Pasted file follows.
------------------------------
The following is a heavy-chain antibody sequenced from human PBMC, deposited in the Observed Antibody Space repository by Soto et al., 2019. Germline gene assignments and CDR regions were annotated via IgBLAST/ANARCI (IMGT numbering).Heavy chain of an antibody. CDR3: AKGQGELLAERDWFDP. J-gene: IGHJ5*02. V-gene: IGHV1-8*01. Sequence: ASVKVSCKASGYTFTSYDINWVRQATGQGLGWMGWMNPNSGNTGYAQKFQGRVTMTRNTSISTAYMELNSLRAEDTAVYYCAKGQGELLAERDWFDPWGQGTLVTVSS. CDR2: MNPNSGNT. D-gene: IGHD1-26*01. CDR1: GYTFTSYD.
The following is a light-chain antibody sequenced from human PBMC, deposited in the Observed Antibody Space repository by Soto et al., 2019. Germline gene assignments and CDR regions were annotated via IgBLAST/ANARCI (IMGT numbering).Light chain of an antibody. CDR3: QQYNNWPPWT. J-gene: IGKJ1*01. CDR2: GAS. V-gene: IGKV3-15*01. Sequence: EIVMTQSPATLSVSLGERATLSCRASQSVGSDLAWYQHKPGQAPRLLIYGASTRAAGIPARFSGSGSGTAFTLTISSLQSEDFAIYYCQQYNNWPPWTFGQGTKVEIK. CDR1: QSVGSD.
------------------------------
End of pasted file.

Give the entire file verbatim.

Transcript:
The following is a heavy-chain antibody sequenced from human PBMC, deposited in the Observed Antibody Space repository by Soto et al., 2019. Germline gene assignments and CDR regions were annotated via IgBLAST/ANARCI (IMGT numbering).Heavy chain of an antibody. CDR3: AKGQGELLAERDWFDP. J-gene: IGHJ5*02. V-gene: IGHV1-8*01. Sequence: ASVKVSCKASGYTFTSYDINWVRQATGQGLGWMGWMNPNSGNTGYAQKFQGRVTMTRNTSISTAYMELNSLRAEDTAVYYCAKGQGELLAERDWFDPWGQGTLVTVSS. CDR2: MNPNSGNT. D-gene: IGHD1-26*01. CDR1: GYTFTSYD.
The following is a light-chain antibody sequenced from human PBMC, deposited in the Observed Antibody Space repository by Soto et al., 2019. Germline gene assignments and CDR regions were annotated via IgBLAST/ANARCI (IMGT numbering).Light chain of an antibody. CDR3: QQYNNWPPWT. J-gene: IGKJ1*01. CDR2: GAS. V-gene: IGKV3-15*01. Sequence: EIVMTQSPATLSVSLGERATLSCRASQSVGSDLAWYQHKPGQAPRLLIYGASTRAAGIPARFSGSGSGTAFTLTISSLQSEDFAIYYCQQYNNWPPWTFGQGTKVEIK. CDR1: QSVGSD.